Birks – Economics, art and pluralism
Analogies, rhetoric and a case for pluralism:
September 2014 saw the opening of an exhibition, Picasso and Spanish modernity, at the Palazzo Strozzi in Florence. It explored Picasso’s influence on Spanish art, but the descriptions included points which may, by analogy, be relevant for economics. Signs in the exhibition and the booklet to accompany the exhibition both refer to Picasso’s use of a variety of styles. Hence, on p.4 of the booklet is written:
Picasso abandons stylistic unity and adopts versatility and iconographic and artistic “variations” as a working system, producing drawings in different styles at the same time…Picasso could develop the same theme or figure using different styles, ranging from the rediscovery of classicism to Surrealism via Expressionism or Cubism, either at different moments or at the same time. A single image can take on different meanings according to its context. Picasso proceeded by “variations” in a musical sense, strengthening, transforming and embellishing his theme, or merging it with others. A major work by Picasso is rarely a single product without replica, reiteration or variation.
We could ask why artists use different styles to represent the same objects or phenomena. Do they emphasise different aspects of the phenomena? Do the styles influence our views on the phenomena depicted in the artwork?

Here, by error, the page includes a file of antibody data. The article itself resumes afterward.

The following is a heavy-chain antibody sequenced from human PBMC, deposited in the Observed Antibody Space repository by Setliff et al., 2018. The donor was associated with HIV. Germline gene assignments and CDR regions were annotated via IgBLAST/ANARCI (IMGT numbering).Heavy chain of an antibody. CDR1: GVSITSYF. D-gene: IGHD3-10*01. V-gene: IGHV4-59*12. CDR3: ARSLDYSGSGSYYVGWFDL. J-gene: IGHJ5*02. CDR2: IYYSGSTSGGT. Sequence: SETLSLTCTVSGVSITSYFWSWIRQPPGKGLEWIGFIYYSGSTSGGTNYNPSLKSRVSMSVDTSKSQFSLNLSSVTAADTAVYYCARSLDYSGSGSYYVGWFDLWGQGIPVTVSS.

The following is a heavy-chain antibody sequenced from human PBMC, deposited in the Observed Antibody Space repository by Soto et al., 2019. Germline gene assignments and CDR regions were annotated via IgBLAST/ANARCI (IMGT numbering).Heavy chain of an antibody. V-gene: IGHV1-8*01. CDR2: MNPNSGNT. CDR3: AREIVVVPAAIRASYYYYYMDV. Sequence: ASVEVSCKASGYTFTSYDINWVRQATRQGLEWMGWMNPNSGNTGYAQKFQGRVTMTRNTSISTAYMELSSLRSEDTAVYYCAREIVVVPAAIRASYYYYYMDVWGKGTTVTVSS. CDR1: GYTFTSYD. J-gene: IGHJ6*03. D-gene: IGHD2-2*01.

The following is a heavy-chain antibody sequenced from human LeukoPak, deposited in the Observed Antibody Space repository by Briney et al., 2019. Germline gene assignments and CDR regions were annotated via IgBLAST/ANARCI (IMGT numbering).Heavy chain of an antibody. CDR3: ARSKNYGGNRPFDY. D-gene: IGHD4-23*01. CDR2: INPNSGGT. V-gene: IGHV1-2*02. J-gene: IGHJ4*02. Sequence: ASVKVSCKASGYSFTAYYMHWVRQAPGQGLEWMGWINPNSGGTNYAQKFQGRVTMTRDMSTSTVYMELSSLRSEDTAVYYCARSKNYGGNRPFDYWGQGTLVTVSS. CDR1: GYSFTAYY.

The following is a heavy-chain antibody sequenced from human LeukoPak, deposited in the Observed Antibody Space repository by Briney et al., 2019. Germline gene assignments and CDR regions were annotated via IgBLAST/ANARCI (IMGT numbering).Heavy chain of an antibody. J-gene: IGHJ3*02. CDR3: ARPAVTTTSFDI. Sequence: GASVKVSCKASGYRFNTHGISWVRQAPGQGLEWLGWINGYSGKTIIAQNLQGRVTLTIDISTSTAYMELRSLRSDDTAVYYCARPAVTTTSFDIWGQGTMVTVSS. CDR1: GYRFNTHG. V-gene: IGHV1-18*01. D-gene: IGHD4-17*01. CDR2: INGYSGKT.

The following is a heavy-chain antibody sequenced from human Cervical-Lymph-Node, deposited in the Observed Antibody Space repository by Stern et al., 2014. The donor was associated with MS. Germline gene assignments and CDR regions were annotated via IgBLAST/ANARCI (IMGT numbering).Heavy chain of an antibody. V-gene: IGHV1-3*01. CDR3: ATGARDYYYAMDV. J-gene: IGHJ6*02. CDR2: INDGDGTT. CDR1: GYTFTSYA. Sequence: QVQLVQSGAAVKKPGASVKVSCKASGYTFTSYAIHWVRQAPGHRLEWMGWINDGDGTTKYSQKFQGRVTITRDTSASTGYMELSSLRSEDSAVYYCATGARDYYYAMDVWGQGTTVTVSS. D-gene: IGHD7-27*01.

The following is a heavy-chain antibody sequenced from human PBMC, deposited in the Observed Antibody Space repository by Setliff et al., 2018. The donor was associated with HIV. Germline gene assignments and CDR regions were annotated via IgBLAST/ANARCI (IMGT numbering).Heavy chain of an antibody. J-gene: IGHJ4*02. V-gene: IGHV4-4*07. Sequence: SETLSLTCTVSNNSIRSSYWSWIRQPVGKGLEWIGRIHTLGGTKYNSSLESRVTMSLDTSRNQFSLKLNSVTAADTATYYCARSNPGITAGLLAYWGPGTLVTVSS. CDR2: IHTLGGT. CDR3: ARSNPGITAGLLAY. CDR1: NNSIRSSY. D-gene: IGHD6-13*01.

If there is no single way to represent something in art, if what we see is influenced by the way in which it is depicted, might economic phenomena display similar properties? Can alternative theories or models represent the same phenomena, but emphasise different aspects of them? Might our understanding of economic phenomena be subjectively influenced by the ‘style’ in which they are represented?
Is there one ‘best’ artistic style for representing a phenomenon, or, even more broadly, for representing all phenomena? If not, might this serve as a relevant analogy for economists? Should economists select one approach (school of thought, theory, or model) as being the best for understanding an economic phenomenon, or all economic phenomena? Or should economists emulate artists and acknowledge the validity of a variety of approaches, with none being complete, definitive representations of reality?
There is an international network of student groups operating under the name, the International Student Initiative for Pluralism in Economics. They want wider and more realistic perspectives than that presented in mainstream economics courses. They may also have a parallel in a very productive art student protest movement over 165 years ago. The Pre-Raphaelite Brotherhood is described as follows in the City of Manchester Art Gallery (as at December 2014):
Britain’s first and best-known radical art movement emerged from within the Royal Academy in 1848. Its original members were rebellious art students who were disillusioned with contemporary practice. They looked back…seeing the pre-1500 period as one of great sincerity…The Brotherhood also rejected contrived studio lighting and took canvases outside to paint directly from nature.
I wonder if ISIPE will have as great an impact on economics.
Commentary by Stuart Birks, last updated 18th December 2014